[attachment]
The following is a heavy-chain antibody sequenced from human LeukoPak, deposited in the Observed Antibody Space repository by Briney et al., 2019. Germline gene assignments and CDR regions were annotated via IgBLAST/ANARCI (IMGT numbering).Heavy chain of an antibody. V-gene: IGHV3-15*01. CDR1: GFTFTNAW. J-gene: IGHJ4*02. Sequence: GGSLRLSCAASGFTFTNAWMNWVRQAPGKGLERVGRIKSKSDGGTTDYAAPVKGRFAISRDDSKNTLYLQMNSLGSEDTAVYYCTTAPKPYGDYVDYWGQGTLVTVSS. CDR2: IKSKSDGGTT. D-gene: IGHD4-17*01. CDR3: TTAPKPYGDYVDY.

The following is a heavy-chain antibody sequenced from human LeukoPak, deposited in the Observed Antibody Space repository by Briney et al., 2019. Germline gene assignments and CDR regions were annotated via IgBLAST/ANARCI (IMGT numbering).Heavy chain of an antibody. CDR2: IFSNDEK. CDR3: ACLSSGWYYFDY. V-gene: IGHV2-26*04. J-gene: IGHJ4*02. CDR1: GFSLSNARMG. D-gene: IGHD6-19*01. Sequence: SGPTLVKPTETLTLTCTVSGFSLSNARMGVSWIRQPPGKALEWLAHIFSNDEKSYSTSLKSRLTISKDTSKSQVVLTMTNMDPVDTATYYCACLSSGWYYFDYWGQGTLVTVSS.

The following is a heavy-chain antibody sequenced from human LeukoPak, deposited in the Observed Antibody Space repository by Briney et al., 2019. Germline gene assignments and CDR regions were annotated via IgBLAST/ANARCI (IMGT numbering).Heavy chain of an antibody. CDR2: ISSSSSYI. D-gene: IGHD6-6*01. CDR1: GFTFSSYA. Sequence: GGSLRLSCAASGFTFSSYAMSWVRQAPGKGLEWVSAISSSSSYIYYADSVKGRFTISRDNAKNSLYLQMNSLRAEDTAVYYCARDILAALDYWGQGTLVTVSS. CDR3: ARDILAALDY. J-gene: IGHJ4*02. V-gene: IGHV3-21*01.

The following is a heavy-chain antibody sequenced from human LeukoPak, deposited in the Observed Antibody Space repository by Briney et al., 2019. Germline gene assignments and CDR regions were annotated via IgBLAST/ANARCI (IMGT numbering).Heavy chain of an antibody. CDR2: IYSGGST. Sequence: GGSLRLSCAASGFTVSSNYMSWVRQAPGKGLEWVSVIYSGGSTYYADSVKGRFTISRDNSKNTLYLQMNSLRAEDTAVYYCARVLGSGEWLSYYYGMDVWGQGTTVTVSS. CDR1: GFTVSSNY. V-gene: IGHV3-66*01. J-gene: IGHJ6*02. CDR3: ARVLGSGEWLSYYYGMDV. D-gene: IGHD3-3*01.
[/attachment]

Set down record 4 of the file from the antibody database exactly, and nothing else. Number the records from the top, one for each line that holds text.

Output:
The following is a heavy-chain antibody sequenced from human LeukoPak, deposited in the Observed Antibody Space repository by Briney et al., 2019. Germline gene assignments and CDR regions were annotated via IgBLAST/ANARCI (IMGT numbering).Heavy chain of an antibody. CDR2: IYSGGST. Sequence: GGSLRLSCAASGFTVSSNYMSWVRQAPGKGLEWVSVIYSGGSTYYADSVKGRFTISRDNSKNTLYLQMNSLRAEDTAVYYCARVLGSGEWLSYYYGMDVWGQGTTVTVSS. CDR1: GFTVSSNY. V-gene: IGHV3-66*01. J-gene: IGHJ6*02. CDR3: ARVLGSGEWLSYYYGMDV. D-gene: IGHD3-3*01.